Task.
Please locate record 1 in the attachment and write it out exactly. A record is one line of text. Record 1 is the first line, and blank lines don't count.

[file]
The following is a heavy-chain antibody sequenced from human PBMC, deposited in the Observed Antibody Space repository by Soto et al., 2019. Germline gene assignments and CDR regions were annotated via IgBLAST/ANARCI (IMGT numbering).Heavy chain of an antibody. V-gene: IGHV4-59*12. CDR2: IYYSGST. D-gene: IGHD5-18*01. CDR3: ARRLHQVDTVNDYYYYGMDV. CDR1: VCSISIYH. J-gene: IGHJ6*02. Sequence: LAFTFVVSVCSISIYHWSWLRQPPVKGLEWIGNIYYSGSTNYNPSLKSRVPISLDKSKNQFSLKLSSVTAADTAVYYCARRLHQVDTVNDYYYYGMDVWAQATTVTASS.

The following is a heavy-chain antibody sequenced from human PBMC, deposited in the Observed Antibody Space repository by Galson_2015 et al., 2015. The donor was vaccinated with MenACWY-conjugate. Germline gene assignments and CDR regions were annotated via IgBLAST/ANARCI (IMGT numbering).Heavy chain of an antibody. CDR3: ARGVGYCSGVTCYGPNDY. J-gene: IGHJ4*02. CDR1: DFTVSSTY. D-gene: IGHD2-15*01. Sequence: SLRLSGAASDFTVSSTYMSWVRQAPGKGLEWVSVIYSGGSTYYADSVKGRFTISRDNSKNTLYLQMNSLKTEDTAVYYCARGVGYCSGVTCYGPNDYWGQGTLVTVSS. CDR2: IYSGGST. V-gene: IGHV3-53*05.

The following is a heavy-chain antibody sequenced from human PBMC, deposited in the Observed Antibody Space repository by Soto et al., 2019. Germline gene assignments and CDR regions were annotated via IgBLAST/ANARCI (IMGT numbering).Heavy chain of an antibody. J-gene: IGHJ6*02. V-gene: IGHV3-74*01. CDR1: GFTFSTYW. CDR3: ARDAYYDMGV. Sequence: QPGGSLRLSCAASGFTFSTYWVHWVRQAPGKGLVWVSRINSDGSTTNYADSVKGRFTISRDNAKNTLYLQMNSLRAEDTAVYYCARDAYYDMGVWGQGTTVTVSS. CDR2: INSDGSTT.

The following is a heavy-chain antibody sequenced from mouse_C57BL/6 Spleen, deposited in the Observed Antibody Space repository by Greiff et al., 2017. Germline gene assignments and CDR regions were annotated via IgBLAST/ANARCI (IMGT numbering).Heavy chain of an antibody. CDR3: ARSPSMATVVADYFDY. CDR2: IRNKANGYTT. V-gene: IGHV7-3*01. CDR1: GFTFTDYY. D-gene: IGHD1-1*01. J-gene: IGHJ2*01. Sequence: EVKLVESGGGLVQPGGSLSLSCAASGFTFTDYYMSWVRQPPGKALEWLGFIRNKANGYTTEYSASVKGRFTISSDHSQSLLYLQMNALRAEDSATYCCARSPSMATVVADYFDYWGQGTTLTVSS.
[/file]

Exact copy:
The following is a heavy-chain antibody sequenced from human PBMC, deposited in the Observed Antibody Space repository by Soto et al., 2019. Germline gene assignments and CDR regions were annotated via IgBLAST/ANARCI (IMGT numbering).Heavy chain of an antibody. V-gene: IGHV4-59*12. CDR2: IYYSGST. D-gene: IGHD5-18*01. CDR3: ARRLHQVDTVNDYYYYGMDV. CDR1: VCSISIYH. J-gene: IGHJ6*02. Sequence: LAFTFVVSVCSISIYHWSWLRQPPVKGLEWIGNIYYSGSTNYNPSLKSRVPISLDKSKNQFSLKLSSVTAADTAVYYCARRLHQVDTVNDYYYYGMDVWAQATTVTASS.